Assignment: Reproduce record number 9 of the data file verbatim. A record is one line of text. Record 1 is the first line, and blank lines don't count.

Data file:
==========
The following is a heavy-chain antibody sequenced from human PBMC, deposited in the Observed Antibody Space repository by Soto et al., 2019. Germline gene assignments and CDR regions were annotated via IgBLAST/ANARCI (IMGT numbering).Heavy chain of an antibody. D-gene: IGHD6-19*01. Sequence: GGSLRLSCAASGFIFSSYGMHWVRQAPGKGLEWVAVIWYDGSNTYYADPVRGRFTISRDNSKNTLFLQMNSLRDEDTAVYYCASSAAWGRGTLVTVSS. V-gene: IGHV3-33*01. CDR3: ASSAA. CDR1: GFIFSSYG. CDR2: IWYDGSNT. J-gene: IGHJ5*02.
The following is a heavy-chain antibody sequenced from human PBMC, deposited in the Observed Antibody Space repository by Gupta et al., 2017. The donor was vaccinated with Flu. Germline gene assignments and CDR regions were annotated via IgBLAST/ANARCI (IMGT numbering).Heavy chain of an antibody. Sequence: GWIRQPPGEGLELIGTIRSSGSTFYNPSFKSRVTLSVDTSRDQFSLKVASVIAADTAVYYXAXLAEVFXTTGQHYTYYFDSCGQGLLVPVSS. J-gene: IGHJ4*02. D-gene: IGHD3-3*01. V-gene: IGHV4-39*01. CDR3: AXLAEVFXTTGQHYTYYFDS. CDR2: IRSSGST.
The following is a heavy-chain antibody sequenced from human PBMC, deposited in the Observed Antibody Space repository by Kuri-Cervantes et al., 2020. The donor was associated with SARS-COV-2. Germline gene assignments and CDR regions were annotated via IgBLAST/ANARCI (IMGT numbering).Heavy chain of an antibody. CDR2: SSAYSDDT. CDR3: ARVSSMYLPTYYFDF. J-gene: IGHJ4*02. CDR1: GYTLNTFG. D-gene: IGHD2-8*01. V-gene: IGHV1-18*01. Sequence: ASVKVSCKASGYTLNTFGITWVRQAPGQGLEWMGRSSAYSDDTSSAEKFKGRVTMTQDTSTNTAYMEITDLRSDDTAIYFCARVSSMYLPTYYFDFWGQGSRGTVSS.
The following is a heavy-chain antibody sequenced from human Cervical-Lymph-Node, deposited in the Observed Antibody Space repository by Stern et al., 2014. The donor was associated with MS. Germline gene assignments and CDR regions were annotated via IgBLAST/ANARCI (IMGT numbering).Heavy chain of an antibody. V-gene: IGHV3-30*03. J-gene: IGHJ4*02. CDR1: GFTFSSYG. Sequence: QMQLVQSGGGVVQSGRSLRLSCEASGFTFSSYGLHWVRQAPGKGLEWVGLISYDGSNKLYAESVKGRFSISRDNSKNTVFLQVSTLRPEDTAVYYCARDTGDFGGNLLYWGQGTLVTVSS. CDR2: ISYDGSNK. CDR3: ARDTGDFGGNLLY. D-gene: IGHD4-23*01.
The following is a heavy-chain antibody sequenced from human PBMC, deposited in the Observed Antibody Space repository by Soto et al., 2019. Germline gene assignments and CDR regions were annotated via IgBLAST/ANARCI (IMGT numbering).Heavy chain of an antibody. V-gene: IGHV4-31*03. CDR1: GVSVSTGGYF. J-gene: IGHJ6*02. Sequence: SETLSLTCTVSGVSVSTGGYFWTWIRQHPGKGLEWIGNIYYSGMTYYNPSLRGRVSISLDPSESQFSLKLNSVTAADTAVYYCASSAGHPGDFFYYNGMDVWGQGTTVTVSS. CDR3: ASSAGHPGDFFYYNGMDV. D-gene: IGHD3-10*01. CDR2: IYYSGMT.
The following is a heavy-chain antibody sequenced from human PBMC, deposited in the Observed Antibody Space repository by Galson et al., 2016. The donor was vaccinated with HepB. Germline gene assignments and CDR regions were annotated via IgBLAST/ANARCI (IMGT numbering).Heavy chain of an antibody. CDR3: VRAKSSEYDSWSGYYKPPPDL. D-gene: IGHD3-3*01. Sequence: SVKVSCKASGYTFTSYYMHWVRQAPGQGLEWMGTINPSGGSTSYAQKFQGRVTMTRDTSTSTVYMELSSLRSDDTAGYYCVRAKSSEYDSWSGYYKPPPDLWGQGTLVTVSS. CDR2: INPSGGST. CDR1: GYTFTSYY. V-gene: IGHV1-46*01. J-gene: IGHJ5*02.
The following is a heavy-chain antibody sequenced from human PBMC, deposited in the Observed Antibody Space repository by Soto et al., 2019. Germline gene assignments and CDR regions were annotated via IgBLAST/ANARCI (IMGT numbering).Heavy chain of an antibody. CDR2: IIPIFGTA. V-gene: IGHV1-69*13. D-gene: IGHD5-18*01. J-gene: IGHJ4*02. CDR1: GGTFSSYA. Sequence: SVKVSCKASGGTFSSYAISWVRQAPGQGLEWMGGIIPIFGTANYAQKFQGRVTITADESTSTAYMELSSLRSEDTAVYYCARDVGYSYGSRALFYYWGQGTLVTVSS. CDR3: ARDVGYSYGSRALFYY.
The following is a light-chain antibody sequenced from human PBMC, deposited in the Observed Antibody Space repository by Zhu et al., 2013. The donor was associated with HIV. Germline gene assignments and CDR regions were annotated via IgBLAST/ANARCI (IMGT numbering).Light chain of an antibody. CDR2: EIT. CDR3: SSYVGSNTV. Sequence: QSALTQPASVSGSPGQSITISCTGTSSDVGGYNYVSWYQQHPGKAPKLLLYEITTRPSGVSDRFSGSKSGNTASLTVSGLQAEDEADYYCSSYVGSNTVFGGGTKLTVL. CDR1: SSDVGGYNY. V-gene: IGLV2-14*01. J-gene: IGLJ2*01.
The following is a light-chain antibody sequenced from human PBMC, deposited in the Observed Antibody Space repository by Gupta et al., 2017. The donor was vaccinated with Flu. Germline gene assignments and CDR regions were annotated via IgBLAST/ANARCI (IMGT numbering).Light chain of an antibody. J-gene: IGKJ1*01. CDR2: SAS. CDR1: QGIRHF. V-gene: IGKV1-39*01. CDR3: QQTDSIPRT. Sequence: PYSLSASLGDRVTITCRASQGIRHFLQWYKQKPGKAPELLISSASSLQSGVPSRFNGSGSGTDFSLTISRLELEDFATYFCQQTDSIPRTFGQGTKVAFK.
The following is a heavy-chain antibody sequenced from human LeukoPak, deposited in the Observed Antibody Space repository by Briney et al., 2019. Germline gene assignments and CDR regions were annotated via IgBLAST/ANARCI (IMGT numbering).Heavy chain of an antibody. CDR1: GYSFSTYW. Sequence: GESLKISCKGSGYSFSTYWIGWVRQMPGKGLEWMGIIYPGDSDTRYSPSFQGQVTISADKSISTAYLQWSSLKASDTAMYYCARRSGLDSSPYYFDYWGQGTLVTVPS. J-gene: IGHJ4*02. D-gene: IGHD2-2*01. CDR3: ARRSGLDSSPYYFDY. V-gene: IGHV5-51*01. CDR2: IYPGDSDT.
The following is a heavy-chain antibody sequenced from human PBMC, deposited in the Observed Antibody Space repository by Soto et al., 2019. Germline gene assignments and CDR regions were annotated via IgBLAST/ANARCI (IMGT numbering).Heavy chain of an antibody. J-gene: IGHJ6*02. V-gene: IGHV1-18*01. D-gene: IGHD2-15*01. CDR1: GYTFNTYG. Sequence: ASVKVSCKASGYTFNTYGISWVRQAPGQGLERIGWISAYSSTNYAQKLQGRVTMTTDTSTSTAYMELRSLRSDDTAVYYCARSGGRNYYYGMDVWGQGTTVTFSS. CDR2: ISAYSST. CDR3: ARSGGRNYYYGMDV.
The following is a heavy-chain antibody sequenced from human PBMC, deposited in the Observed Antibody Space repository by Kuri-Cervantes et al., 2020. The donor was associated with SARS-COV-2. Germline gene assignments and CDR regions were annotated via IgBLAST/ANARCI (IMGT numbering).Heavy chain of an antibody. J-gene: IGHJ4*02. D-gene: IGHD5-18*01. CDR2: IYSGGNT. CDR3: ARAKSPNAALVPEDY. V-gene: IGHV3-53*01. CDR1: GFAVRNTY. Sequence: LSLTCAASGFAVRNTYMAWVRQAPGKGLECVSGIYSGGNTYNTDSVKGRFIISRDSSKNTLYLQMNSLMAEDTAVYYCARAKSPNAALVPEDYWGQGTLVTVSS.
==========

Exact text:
The following is a light-chain antibody sequenced from human PBMC, deposited in the Observed Antibody Space repository by Gupta et al., 2017. The donor was vaccinated with Flu. Germline gene assignments and CDR regions were annotated via IgBLAST/ANARCI (IMGT numbering).Light chain of an antibody. J-gene: IGKJ1*01. CDR2: SAS. CDR1: QGIRHF. V-gene: IGKV1-39*01. CDR3: QQTDSIPRT. Sequence: PYSLSASLGDRVTITCRASQGIRHFLQWYKQKPGKAPELLISSASSLQSGVPSRFNGSGSGTDFSLTISRLELEDFATYFCQQTDSIPRTFGQGTKVAFK.